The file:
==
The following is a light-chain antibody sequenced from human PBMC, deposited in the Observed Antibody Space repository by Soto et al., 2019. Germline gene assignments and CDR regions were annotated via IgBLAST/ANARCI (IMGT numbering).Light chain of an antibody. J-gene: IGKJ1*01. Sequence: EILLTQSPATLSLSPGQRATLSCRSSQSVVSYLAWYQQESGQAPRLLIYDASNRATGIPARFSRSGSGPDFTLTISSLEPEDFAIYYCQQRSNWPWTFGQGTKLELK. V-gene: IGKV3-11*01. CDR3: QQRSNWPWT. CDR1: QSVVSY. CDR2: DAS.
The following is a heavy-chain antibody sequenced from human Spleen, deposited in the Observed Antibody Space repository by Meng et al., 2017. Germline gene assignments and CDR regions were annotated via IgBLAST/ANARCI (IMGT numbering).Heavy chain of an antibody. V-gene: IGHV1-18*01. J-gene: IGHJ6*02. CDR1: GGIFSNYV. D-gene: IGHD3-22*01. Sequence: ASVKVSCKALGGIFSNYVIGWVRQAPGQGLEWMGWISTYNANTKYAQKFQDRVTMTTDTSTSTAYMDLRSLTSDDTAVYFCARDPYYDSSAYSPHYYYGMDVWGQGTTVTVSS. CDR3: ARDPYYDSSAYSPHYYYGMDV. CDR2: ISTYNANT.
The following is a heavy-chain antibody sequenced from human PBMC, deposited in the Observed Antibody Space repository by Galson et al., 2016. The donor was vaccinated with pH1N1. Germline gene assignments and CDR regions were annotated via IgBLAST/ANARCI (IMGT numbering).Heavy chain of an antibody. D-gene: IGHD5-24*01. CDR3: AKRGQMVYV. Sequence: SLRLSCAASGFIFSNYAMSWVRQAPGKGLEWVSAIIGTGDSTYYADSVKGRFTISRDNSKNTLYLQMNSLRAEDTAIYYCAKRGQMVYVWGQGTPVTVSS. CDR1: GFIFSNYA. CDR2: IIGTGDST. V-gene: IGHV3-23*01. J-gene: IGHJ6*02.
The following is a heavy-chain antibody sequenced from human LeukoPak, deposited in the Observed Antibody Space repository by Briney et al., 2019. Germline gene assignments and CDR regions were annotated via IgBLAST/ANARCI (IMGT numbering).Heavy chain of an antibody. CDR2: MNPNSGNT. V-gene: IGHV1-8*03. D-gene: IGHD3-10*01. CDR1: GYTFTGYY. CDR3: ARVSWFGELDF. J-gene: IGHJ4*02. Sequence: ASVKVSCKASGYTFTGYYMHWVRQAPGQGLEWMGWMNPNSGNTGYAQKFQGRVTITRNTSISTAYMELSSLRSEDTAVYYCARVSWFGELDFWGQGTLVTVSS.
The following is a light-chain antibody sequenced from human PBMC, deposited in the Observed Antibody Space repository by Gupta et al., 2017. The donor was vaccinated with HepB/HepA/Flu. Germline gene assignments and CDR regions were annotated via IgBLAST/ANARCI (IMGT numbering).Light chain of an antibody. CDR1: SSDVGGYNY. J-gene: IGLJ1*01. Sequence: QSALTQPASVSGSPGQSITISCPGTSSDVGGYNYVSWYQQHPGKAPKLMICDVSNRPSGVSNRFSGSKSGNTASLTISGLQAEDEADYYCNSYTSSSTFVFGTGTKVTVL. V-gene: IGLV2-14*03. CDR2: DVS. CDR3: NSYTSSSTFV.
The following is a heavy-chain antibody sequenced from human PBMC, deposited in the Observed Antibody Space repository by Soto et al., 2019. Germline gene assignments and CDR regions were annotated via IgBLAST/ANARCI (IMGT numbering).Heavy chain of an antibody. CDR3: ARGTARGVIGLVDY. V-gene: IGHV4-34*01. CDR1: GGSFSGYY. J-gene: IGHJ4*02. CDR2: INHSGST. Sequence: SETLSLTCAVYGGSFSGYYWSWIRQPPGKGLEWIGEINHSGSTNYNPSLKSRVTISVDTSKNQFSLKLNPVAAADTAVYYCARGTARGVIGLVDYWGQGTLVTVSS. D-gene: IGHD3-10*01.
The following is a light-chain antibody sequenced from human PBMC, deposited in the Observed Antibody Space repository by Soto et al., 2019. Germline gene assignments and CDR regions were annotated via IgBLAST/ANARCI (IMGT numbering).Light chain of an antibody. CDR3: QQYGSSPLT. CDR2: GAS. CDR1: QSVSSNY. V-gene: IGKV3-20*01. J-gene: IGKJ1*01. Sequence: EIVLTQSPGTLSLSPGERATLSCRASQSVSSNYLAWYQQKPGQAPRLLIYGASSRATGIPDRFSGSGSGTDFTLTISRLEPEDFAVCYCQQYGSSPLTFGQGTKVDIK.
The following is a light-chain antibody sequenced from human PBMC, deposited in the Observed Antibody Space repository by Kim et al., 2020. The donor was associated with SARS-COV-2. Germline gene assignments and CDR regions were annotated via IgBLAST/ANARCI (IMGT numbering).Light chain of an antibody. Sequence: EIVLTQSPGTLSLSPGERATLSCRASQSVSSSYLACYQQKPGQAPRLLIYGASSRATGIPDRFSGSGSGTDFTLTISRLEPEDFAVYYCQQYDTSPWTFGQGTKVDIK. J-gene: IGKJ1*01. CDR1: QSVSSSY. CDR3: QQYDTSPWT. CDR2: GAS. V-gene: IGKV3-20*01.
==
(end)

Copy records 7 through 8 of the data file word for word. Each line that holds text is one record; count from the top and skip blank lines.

The following is a light-chain antibody sequenced from human PBMC, deposited in the Observed Antibody Space repository by Soto et al., 2019. Germline gene assignments and CDR regions were annotated via IgBLAST/ANARCI (IMGT numbering).Light chain of an antibody. CDR3: QQYGSSPLT. CDR2: GAS. CDR1: QSVSSNY. V-gene: IGKV3-20*01. J-gene: IGKJ1*01. Sequence: EIVLTQSPGTLSLSPGERATLSCRASQSVSSNYLAWYQQKPGQAPRLLIYGASSRATGIPDRFSGSGSGTDFTLTISRLEPEDFAVCYCQQYGSSPLTFGQGTKVDIK.
The following is a light-chain antibody sequenced from human PBMC, deposited in the Observed Antibody Space repository by Kim et al., 2020. The donor was associated with SARS-COV-2. Germline gene assignments and CDR regions were annotated via IgBLAST/ANARCI (IMGT numbering).Light chain of an antibody. Sequence: EIVLTQSPGTLSLSPGERATLSCRASQSVSSSYLACYQQKPGQAPRLLIYGASSRATGIPDRFSGSGSGTDFTLTISRLEPEDFAVYYCQQYDTSPWTFGQGTKVDIK. J-gene: IGKJ1*01. CDR1: QSVSSSY. CDR3: QQYDTSPWT. CDR2: GAS. V-gene: IGKV3-20*01.